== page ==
After feeling rejuvenated after our lunch in the fan cooled cafe, we ventured to the outdoor exhibit of the museum. This was spectacular as life sized replicas of the housing models we saw in the indoor exhibit have been constructed by villagers from the representative ethnic group. We were able to go inside the houses and explore the interior. Each house included replica items that would typically be found in the house. Even houses which were elevated high in the air included fire pits suspended from the floor. Due to the hot day, many of the groundskeepers and museum staff were lying down inside the houses, trying to stay cool. The most impressive house was built on stilts about 5m high and had a roof which reached about 20m in the air. Another house that really stuck out was one which had many statues performing lewd acts surrounding it. This house would have fit in very well at the sex museum we visited in Tongli, China.

We finished off our travels for the day by taking a taxi back to central Hanoi and walking through the French Quarter. Here we grabbed a couple of snapshots of the Hanoi opera house and some of the built up European style buildings, all the while enjoying the traffic chaos ensuing on the nearby streets. After a splitting up for a couple of hours so we could all have a well deserved shower and a change of clean clothes, we met up at dinner time and took a taxi up to Hanoi's West Lake to the famous Bobby Chinn restaurant. Mita and Erik were very excited to go here as they explained to Jenni and I that Bobby Chinn is one of these new age celebrity chefs with a cool attitude and funny sense of humour, kind of like Jamie Oliver. Jenni and I have never heard of him, probably because most of his shows would only be available on cable / satellite TV back in Australia and we never had that, but we were more than happy to take their word for it and go along for the fun.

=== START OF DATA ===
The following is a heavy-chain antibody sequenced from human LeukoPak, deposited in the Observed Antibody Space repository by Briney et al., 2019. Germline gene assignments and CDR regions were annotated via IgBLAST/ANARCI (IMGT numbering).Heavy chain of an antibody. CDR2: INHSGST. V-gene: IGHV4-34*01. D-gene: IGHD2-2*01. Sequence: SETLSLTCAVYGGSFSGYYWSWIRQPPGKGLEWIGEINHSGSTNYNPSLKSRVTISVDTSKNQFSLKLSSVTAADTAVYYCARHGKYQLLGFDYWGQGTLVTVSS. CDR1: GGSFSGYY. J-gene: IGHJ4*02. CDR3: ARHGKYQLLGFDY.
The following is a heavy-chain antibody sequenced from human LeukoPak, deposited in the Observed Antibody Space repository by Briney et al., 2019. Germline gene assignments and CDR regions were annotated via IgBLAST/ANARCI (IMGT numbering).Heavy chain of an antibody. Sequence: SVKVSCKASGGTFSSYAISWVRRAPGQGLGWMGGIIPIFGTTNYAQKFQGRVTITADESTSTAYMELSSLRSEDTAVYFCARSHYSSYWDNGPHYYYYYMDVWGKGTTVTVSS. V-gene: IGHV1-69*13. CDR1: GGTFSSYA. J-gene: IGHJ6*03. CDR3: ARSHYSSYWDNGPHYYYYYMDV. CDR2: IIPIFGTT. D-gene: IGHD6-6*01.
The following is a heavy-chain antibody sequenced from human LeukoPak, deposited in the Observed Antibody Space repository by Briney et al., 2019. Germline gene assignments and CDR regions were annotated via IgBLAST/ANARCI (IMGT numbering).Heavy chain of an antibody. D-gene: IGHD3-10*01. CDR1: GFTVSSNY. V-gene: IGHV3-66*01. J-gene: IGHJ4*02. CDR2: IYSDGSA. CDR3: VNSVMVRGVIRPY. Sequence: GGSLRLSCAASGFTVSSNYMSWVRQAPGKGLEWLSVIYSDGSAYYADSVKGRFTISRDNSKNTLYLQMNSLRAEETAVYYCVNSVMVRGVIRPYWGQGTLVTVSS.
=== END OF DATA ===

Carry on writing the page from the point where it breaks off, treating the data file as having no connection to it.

Bobby Chinn's restaurant was setup inside an old multi storied house. From the outside, it wasn't much to look at, but the inside had been decked out. In all of the dimly lit rooms, the walls were covered with dark red silk drapes. In the downstairs cocktail bar area there were dark red couches and coffee tables with large flavoured tobacco pipes on top. In the upstairs dining area we found, candle lit, rose petal covered dinner tables. Even the toilets had a fancy touch, with rose petals floating in the bowl. We all spent a good 20 minutes attempting to decide what we were going to order, not just because all of the meals looked so good, but also because the menu had been written by Bobby Chinn himself, with very amusing comments and notes throughout. I cannot remember all of the best ones, but some of them were; "Non-smokers, please don't fart in the smoking section", "We have a children's menu and duct tape is also available" and "Smaller portions are available for anorexics and those aspiring". All the meals, cocktails and desserts we had tasted fantastic. We even all had a go ruining the rose petals in the toilet bowl on the way out :)